What's New in Edge Rails

So, Edge Rails is still chugging right along. There are new and interesting fixes, changes, and refactors going on all of the time. So, lets take a look at just a few that've gone in since the last post (it's been a while, I know, I'm sorry!).

ActionView and Helpers

XSS escaping is now enabled by default. This means that if you want to explicitly output HTML to your views, you'll probably have to mark it as html_safe! before sending it through.

<%= 'my <a href="http://www.rubyonrails.org">safe</a> string'.html_safe! %>

Many of the built-in helpers have been updated for this change and if you see an issues with the Rails helpers being incorrectly sanitized, you should create a new ticket.

distance_of_time_in_words has gained 'over', 'about', and 'almost' keywords, thanks to Jay Pignata and John Trupiano. This provides you with an improved level of granularity when approximating the amount time passed. So, instead of just "2 years ago", it can now also report "almost 2 years ago," "about 2 years ago," and "over 2 years ago," depending on the proximity to being exactly 2 years old.

assert_equal "almost 2 years",  distance_of_time_in_words(from, to + 2.years - 3.months + 1.day)
assert_equal "about 2 years",   distance_of_time_in_words(from, to + 2.years + 3.months - 1.day)
assert_equal "over 2 years",    distance_of_time_in_words(from, to + 2.years + 3.months + 1.day)
assert_equal "over 2 years",    distance_of_time_in_words(from, to + 2.years + 9.months - 1.day)
assert_equal "almost 3 years",  distance_of_time_in_words(from, to + 2.years + 9.months + 1.day)

The HTML form helper, fields_for - generally used for nesting additional model forms - now allows for explicit collections to be used, thanks to Andrew France. So, instead of just including all of your blog.posts, you should have it only display your published blog.posts, for example. Or:

<% form_for @person, :url => { :action => "update" } do |person_form| %>
  ...
  <% person_form.fields_for :projects, @active_projects do |project_fields| %>
    Name: <%= project_fields.text_field :name %>
  <% end %>
<% end %>

API Change for content_tag_for: The third argument - being the optional CSS prefix - will now also affect the generated CSS class. This prefix will now be appended to the generated element's CLASS attribute.

<%= content_tag_for(:li, @post, :published) %>
# => <li id="published_post_123" class="published_post">...</li>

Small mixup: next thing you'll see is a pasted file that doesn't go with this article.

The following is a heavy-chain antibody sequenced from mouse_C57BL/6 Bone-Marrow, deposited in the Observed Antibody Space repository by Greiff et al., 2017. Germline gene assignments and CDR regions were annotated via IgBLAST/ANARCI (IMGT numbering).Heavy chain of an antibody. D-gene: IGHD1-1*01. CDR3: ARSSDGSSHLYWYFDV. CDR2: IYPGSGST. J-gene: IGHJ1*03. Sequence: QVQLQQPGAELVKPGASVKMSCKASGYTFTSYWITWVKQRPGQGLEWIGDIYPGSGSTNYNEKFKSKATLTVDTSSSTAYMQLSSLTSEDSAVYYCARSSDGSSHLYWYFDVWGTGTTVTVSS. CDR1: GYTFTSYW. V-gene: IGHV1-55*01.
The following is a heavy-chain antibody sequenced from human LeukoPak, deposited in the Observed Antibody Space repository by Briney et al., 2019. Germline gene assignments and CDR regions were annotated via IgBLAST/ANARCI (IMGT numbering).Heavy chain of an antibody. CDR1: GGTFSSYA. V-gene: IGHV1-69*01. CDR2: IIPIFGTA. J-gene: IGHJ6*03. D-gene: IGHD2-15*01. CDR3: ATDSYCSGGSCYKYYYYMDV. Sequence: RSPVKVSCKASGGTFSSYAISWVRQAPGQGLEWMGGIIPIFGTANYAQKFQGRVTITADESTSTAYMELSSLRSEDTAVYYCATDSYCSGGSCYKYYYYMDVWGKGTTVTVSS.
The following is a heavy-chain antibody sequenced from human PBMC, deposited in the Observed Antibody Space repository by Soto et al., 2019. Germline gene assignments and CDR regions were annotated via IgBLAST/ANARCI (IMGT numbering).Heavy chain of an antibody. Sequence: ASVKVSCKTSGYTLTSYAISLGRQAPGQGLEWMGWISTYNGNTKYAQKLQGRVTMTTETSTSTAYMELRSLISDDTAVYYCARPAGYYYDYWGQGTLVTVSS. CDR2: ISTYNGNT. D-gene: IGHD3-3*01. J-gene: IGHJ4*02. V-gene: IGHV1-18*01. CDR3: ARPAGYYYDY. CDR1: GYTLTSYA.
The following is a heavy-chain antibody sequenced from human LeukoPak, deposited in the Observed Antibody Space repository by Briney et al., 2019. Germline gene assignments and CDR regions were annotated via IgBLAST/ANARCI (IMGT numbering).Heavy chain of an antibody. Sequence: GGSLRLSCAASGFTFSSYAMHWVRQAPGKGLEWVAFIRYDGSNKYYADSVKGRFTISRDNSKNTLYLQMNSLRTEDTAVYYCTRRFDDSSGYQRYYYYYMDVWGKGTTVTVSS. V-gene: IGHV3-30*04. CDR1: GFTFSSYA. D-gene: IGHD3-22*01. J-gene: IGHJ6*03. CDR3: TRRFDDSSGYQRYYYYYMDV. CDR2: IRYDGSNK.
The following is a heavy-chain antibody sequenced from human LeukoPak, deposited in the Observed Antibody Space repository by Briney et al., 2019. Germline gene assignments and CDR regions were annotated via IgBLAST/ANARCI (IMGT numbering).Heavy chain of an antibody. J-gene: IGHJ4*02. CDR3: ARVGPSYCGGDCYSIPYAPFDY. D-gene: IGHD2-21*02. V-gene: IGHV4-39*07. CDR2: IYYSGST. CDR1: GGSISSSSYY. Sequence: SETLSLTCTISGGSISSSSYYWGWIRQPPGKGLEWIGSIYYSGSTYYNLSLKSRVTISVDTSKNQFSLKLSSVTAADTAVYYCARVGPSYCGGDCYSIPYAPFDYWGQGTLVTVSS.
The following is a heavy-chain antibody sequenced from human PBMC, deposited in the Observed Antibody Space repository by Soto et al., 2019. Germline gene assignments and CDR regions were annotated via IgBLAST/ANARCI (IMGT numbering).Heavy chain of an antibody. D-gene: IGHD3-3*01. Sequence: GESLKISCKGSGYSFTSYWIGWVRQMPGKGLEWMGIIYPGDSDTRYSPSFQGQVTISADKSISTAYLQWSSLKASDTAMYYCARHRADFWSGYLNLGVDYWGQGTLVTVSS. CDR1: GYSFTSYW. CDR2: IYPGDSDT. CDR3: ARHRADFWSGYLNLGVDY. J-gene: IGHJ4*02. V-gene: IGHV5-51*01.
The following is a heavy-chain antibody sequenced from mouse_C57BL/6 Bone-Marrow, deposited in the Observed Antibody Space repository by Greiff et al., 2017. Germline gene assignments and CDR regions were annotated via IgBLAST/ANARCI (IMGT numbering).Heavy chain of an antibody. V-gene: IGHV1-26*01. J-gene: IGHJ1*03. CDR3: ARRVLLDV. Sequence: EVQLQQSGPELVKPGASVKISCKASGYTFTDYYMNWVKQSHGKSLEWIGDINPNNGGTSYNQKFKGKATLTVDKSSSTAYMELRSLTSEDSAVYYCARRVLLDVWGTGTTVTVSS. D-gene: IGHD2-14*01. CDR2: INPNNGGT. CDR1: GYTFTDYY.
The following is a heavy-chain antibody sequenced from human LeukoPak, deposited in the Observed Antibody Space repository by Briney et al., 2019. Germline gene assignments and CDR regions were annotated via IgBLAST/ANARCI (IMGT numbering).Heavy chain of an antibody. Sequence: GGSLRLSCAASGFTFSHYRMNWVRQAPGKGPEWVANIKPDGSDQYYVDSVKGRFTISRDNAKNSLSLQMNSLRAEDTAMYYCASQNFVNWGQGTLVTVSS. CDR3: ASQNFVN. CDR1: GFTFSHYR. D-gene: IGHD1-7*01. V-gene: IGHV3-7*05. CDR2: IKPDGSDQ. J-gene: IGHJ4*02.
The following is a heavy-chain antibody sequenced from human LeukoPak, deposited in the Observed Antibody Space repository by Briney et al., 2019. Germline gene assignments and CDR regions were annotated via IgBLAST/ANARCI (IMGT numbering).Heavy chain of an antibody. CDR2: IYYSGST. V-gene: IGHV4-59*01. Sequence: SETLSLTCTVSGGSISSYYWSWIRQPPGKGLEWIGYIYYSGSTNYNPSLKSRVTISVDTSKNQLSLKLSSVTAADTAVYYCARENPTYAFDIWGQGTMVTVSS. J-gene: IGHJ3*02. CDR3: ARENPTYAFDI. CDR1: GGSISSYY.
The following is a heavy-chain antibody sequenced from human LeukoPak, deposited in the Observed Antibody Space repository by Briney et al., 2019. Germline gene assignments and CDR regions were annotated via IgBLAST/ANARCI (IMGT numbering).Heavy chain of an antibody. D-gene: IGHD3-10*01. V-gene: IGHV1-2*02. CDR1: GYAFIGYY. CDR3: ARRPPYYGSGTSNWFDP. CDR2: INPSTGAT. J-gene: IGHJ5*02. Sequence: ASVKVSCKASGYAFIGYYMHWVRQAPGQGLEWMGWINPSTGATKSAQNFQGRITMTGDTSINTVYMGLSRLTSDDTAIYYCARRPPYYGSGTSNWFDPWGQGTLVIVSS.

ActiveResource and ActiveRecord

Taryn East has added update_attribute(s) methods to ActiveResource. These methods act very similarly to the ActiveRecord methods we already know and love.

Building or creating an object through a has_one association that contains conditionals will now automatically append those conditions to the newly created object, thanks to Luciano Panaro.

class Blog
  has_author :commit_author, :class_name => 'Author', :conditions => {:name => "Luciano Panaro"}
end

@blog.build_commit_author
# => #<Author name: "Luciano Panaro" ... >

Pratik Naik added a new option to ActiveRecord's accepts_nested_attributes_for to :limit the number of records that are allowed to be processed. Also, while we're covering accepts_nested_attributes_for, José Valim as renamed the _delete option to _destroy to better follow what is actually occurring. A deprecation warning has been added to _delete, for the time being.

Jacob Burkhart updated the new autosave option in Rails 2.3 to allow for an :autosave => false, which will disallow saving of associated objects, even when they are new_record?s.

Some Internals

Previously, CDATA elements could be ignored when converting from XML to a Hash, so now, thanks to John Pignata, Hash#from_xml will now properly parse and include CDATA elements values.

Josh Peek has relocated global exception handling into ActionDispatch::Rescue. So, this is now being handled at the Rack middleware level.

And finally, Yehuda Katz and Carl Lerche began work on a Rails::Application object to better encapsulate some of the application start up and configuration details. Also, a good bit of initialization has now gone on to move into this new object.

Remember, if you prefer to have a shorter audio summary of some of this content and more, you should check out the Ruby5 podcast over at Envy Labs; it's released every Tuesday and Friday with the latest news in the Ruby and Rails community.

Photo: Clock Tower by Brian Taylor

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